The Dawn of Electric Aircraft

With the cost of aviation fuel soaring, I’m not surprised to see engineering efforts to find alternatives to conventional aircraft fuel, either jet or piston-powered. Previously I wrote on this blog about efforts to find replacement aviation fuels, either by Virgin Atlantic looking at biofuel as an alternative for jet fuel, or a small start-up company, Swift Enterprises, working on a synthetic substitute for general aviation gas. While it will be interesting to watch these efforts to see if they ever become practical fuel replacements, some folks are looking at completely different power sources for aircraft, including hydrogen and electric power.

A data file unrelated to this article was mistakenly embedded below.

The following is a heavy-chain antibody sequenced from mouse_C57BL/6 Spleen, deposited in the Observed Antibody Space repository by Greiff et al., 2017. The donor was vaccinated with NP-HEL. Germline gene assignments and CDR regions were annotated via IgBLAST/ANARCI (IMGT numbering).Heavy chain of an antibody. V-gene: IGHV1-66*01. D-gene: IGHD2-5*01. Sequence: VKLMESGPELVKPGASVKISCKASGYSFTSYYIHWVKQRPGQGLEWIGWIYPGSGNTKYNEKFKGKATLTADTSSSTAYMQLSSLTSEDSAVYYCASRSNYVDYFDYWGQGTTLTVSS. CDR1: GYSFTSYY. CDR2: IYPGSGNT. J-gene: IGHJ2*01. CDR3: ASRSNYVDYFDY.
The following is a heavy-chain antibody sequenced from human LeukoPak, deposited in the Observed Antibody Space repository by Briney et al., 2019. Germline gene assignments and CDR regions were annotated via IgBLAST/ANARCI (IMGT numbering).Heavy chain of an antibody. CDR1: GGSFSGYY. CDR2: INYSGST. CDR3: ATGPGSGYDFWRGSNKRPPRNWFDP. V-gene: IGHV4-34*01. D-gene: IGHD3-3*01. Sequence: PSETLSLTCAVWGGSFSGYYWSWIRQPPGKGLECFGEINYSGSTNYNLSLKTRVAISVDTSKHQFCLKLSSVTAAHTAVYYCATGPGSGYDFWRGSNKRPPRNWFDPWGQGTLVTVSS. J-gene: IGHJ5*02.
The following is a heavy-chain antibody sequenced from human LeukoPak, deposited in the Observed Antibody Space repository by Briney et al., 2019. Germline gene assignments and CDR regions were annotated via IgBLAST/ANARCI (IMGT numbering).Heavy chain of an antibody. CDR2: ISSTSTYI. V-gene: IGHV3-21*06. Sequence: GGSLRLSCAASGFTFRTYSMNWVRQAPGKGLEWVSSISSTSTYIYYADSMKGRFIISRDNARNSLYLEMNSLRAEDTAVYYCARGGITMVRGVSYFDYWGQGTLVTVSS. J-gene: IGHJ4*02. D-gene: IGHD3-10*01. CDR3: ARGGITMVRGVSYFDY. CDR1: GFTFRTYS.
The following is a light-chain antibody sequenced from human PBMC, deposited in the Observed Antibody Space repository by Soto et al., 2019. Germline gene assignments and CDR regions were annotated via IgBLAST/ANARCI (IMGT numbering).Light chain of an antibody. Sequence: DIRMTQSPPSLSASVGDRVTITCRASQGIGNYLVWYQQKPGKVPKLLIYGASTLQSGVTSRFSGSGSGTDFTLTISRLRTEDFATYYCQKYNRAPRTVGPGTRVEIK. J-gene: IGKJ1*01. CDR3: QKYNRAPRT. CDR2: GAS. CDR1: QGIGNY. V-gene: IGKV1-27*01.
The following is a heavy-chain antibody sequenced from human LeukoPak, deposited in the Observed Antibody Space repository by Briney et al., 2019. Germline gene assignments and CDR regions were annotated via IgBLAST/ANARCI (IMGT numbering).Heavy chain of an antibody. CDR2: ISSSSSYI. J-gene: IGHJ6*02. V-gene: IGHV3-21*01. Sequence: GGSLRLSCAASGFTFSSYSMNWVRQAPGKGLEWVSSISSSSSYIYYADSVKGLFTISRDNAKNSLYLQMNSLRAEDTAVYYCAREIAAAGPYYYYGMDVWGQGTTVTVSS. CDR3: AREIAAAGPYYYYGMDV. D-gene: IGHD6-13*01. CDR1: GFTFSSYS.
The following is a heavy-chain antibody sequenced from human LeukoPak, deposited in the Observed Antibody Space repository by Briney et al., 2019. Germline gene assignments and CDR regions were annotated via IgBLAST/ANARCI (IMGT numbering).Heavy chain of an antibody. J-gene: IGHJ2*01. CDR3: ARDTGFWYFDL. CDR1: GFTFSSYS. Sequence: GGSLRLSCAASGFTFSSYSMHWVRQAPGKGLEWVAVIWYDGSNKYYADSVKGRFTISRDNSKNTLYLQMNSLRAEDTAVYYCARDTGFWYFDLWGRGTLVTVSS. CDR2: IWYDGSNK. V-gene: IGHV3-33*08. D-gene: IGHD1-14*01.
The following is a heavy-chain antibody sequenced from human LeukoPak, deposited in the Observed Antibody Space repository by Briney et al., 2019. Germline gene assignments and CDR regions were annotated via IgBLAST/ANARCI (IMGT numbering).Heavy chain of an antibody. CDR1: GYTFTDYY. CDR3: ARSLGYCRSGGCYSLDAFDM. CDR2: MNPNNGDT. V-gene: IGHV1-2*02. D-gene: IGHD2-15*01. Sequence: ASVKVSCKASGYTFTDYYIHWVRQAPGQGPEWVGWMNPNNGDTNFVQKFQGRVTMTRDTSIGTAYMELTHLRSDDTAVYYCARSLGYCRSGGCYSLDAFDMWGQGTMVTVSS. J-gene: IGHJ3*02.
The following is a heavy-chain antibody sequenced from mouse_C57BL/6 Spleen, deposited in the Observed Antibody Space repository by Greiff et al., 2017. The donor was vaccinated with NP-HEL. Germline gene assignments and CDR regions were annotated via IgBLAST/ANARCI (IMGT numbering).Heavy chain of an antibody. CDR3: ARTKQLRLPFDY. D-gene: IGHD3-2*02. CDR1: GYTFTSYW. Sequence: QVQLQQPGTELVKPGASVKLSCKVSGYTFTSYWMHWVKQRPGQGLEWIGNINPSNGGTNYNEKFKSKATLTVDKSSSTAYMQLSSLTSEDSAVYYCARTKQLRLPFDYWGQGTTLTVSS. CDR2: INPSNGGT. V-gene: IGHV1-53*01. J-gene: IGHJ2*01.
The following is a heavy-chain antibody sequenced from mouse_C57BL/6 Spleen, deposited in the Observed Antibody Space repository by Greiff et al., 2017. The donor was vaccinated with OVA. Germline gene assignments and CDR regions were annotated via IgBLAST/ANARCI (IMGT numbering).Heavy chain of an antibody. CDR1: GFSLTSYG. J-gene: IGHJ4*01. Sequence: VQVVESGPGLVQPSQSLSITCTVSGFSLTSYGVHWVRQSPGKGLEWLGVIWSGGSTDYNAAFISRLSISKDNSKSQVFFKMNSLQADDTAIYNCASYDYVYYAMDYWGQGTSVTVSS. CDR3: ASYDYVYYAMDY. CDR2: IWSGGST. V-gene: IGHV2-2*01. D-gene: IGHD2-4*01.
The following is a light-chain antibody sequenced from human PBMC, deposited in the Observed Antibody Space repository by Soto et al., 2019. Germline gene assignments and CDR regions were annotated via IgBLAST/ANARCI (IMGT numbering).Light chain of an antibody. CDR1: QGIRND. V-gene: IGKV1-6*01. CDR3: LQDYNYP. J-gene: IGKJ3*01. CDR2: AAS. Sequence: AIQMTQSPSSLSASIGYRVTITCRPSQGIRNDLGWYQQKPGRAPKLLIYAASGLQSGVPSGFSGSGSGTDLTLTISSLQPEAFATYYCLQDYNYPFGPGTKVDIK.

With technology allowing for lighter, more powerful and longer-lasting batteries (thanks to the general public’s appetite for ever-smaller portable electronics, such as laptops, cell phones and music players), you are starting to see the fledgling attempts to power a light aircraft with electric power alone. The radio controlled scaled aircraft industry has been building electric powered aircraft for a number of years, as has the UAV industry. Of course the technology is nowhere near advanced enough to allow large aircraft such as airliners to fly on electric power, but some smaller companies are attempting to see if electric power is practical for light general aviation airplanes. Though human-carrying electric aircraft have flown before, they have basically been experimental, very unique aircraft. The successful ones have used aircraft-mounted solar cells to provide power to the electrical motor instead of on board batteries. Such aircraft include the Solar Challenger, developed by pioneering aeronautical engineer Dr. Paul MacCready, that successfully flew across the English Channel in 1981. Another solar powered aircraft is the SunSeeker, which used solar panels and soaring flight techniques to fly across the U.S. successfully in 1991. Taking the design of a piloted solar powered aircraft to the extreme, a European team is developing an aircraft, called Solar Impulse, that they hope to fly non-stop around the world. Since this effort will take several days, the aircraft will require some type of on board batteries that can be charged during the day so they can power the electric motor during nighttime.